Notes on Henry V

Notes on Henry V
Written during English Renaissance, which flourished in the second half of the
16 century and the first part of the 17th. During this time there a move from a religious
view of life to a more secular view that paid much more attention to the things of this
world ("other wordly" perspective of the medieval mindset versus things from this world
of the Renaissance). This started in all of Europe somewhat earlier in the 15th century and
eventually affected all areas of intellectual endeavor.
For Englishmen this transformation exemplified geographic exploration (Drake
and Raleigh); in science (Bacon and Newton); in all the arts, (Shakespeare); even in
theology (Protestant Reformation.) The medieval world tended to be other-worldly,
seeing the earthly life as preparation for eternal life and seeing material objects as moral
indicators of the divine will. With Renaissance, worldly and earthly things and life took
on new importance and intrinsic interest. The emerging humanism of the age looked at
humanities’ strengths and weaknesses and to their potential strengths. Individuals
assumed an importance and dignity they did not have in the medieval world, a change
reflected in the Protestant emphasis on the individual.
Royal relations: Important to Henry's claim on the throne. Salic Law prohibited
succession to the throne through the female line and the French had invoked this to bar
the English from ascending to the throne.
It’s helpful to understand relations among the royal families in order to understand
Henry’s claim to the throne of France:
Edward II had married Isabella, the daughter of Phillip IV, who was the king of France.
Phillip’s three sons had ruled in succession but when the last of the three sons died in
1328, the choice for king of France was between Edward III, the son of Isabella and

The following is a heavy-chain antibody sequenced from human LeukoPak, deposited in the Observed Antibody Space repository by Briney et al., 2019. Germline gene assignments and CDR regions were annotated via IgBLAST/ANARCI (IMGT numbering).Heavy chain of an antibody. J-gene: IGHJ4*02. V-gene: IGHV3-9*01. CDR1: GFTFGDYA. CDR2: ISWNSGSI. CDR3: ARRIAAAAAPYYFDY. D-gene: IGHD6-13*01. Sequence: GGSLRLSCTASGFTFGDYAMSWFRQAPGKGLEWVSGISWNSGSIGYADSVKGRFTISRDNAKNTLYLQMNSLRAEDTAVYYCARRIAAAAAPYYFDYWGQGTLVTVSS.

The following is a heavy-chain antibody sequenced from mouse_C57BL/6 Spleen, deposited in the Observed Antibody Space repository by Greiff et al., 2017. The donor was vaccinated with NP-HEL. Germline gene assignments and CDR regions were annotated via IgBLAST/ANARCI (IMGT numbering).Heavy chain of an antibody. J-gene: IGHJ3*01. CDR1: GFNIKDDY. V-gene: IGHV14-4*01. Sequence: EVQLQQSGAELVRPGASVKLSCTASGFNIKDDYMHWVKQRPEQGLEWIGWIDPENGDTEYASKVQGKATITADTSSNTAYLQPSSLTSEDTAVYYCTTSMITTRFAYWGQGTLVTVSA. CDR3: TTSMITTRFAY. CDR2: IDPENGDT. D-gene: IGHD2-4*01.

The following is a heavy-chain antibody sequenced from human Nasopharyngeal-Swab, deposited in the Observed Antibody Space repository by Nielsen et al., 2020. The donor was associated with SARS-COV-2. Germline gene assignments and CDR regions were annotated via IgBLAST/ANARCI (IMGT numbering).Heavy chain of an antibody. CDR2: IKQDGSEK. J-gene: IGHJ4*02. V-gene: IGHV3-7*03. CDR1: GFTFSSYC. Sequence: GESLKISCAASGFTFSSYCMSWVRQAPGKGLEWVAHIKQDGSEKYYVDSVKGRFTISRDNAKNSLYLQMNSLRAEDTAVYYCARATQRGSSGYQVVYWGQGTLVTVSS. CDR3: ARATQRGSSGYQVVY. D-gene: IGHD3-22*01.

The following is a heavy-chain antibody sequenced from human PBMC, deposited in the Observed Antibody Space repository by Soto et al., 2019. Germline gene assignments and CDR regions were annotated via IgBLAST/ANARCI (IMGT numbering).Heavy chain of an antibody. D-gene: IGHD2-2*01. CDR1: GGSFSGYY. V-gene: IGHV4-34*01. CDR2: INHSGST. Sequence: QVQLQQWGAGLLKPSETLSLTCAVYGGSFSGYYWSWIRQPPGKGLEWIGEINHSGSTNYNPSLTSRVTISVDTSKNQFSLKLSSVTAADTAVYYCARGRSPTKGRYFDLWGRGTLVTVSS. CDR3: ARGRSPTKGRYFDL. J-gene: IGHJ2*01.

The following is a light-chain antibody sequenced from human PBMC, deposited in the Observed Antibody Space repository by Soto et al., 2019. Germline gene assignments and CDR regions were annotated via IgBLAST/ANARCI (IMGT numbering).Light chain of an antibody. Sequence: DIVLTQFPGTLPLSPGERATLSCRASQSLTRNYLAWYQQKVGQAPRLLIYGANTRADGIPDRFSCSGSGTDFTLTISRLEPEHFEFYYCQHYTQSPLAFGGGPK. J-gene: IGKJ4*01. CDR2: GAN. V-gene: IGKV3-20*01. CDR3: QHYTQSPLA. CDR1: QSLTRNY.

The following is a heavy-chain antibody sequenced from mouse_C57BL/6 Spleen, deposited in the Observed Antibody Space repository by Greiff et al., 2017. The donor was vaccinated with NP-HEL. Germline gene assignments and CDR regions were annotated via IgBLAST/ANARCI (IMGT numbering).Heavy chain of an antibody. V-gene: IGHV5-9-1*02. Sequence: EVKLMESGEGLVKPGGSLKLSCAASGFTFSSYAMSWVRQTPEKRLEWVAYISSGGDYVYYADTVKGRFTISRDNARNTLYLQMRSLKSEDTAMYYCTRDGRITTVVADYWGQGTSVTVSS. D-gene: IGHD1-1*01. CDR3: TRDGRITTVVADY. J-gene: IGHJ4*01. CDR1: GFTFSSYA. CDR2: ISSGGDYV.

Edward II, or someone from a parallel line of descent. To bar the English from ascending
to the throne, the French invoked Salic Law, which prohibited succession to the throne
thorough the female line.
Edward III was only a minor then, so he did not press his claim to be King of France.
However, in 1337 he used the claim as an excuse to fight with France. Edward III
defeated a numerically superior French army through the use of clever tactics and
because of special circumstances regarding the use of mercenaries and the technology of
Edward III begat Edward (the Black Prince), who died before his father, and John of
Gaunt, among others. The Black Prince begat Richard II, who inherited the throne in
1377 and who was King when Henry V was born. John of Gaunt had Henry of Derby
(Henry IV), previously known as Duke of Hereford. Thus, the Black Prince and John of
Gaunt were brothers. John of Gaunt was Henry of Derby's (Henry IV and also Duke of
Hereford) father and Henry V's grandfather.
Richard II was deposed by Henry IV, who was Henry’s father, in 1399. Henry V
ascended to; the throne upon the death of his father and Henry V could also trace his past
to Edward III. John Duke of Lancaster was also one of Edward III’s sons. His oldest son
was Henry IV, who after deposing Richard II, ruled until 1413. Thus, Henry V also had a
claim to the throne of France.
Possible questions:
1. How effective is Henry in getting his followers to subordinate their own selfinterest to the greater interest of the whole group?
Successful: They followed him into battle twice and beat superior forces. Had
momentum that should carry over to managing the new realm, especially since they seem
to have divine help.
Somewhat successful: Not all the mean eagerly followed, as evidenced by the
traitors and by Pistil near the end. Without the speech at Agincourt, unclear whether his
men would stay and fight. How many times can he come up with such inspiration?